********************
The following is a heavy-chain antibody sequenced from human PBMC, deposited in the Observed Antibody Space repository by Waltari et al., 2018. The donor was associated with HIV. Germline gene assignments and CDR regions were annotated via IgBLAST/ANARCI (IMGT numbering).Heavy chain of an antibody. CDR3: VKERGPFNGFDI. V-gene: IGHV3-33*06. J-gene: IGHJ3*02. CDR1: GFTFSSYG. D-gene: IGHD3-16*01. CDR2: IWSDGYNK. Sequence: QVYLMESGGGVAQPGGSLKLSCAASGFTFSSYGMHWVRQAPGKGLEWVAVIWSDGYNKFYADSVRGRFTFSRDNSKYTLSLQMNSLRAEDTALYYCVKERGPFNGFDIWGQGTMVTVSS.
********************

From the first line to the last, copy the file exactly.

The following is a heavy-chain antibody sequenced from human PBMC, deposited in the Observed Antibody Space repository by Waltari et al., 2018. The donor was associated with HIV. Germline gene assignments and CDR regions were annotated via IgBLAST/ANARCI (IMGT numbering).Heavy chain of an antibody. CDR3: VKERGPFNGFDI. V-gene: IGHV3-33*06. J-gene: IGHJ3*02. CDR1: GFTFSSYG. D-gene: IGHD3-16*01. CDR2: IWSDGYNK. Sequence: QVYLMESGGGVAQPGGSLKLSCAASGFTFSSYGMHWVRQAPGKGLEWVAVIWSDGYNKFYADSVRGRFTFSRDNSKYTLSLQMNSLRAEDTALYYCVKERGPFNGFDIWGQGTMVTVSS.